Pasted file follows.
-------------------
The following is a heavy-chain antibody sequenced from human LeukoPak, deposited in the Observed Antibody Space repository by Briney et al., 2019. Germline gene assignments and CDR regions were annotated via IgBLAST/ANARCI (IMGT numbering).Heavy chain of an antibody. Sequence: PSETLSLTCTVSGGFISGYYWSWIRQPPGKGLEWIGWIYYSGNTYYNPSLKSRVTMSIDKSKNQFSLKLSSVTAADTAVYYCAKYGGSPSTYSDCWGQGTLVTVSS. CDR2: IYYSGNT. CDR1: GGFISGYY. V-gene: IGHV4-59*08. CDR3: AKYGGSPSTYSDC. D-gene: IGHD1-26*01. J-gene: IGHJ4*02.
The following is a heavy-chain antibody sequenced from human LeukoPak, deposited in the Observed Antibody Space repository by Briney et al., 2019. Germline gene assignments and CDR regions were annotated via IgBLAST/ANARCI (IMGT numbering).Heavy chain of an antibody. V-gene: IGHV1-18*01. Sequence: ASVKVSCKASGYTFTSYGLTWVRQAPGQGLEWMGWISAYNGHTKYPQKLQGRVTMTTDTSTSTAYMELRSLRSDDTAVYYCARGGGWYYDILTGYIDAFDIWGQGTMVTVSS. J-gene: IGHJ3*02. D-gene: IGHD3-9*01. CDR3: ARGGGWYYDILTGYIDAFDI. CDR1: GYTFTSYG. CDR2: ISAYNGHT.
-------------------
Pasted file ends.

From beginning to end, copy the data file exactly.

The following is a heavy-chain antibody sequenced from human LeukoPak, deposited in the Observed Antibody Space repository by Briney et al., 2019. Germline gene assignments and CDR regions were annotated via IgBLAST/ANARCI (IMGT numbering).Heavy chain of an antibody. Sequence: PSETLSLTCTVSGGFISGYYWSWIRQPPGKGLEWIGWIYYSGNTYYNPSLKSRVTMSIDKSKNQFSLKLSSVTAADTAVYYCAKYGGSPSTYSDCWGQGTLVTVSS. CDR2: IYYSGNT. CDR1: GGFISGYY. V-gene: IGHV4-59*08. CDR3: AKYGGSPSTYSDC. D-gene: IGHD1-26*01. J-gene: IGHJ4*02.
The following is a heavy-chain antibody sequenced from human LeukoPak, deposited in the Observed Antibody Space repository by Briney et al., 2019. Germline gene assignments and CDR regions were annotated via IgBLAST/ANARCI (IMGT numbering).Heavy chain of an antibody. V-gene: IGHV1-18*01. Sequence: ASVKVSCKASGYTFTSYGLTWVRQAPGQGLEWMGWISAYNGHTKYPQKLQGRVTMTTDTSTSTAYMELRSLRSDDTAVYYCARGGGWYYDILTGYIDAFDIWGQGTMVTVSS. J-gene: IGHJ3*02. D-gene: IGHD3-9*01. CDR3: ARGGGWYYDILTGYIDAFDI. CDR1: GYTFTSYG. CDR2: ISAYNGHT.